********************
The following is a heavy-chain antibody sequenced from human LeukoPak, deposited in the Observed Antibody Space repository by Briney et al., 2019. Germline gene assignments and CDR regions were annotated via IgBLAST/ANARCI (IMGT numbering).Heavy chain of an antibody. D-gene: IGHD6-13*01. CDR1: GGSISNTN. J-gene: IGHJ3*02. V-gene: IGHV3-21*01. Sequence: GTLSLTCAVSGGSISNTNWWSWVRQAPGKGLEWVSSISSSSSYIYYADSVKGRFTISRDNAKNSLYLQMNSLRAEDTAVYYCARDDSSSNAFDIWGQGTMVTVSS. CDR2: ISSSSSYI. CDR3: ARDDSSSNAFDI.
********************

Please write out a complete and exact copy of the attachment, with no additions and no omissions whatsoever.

The following is a heavy-chain antibody sequenced from human LeukoPak, deposited in the Observed Antibody Space repository by Briney et al., 2019. Germline gene assignments and CDR regions were annotated via IgBLAST/ANARCI (IMGT numbering).Heavy chain of an antibody. D-gene: IGHD6-13*01. CDR1: GGSISNTN. J-gene: IGHJ3*02. V-gene: IGHV3-21*01. Sequence: GTLSLTCAVSGGSISNTNWWSWVRQAPGKGLEWVSSISSSSSYIYYADSVKGRFTISRDNAKNSLYLQMNSLRAEDTAVYYCARDDSSSNAFDIWGQGTMVTVSS. CDR2: ISSSSSYI. CDR3: ARDDSSSNAFDI.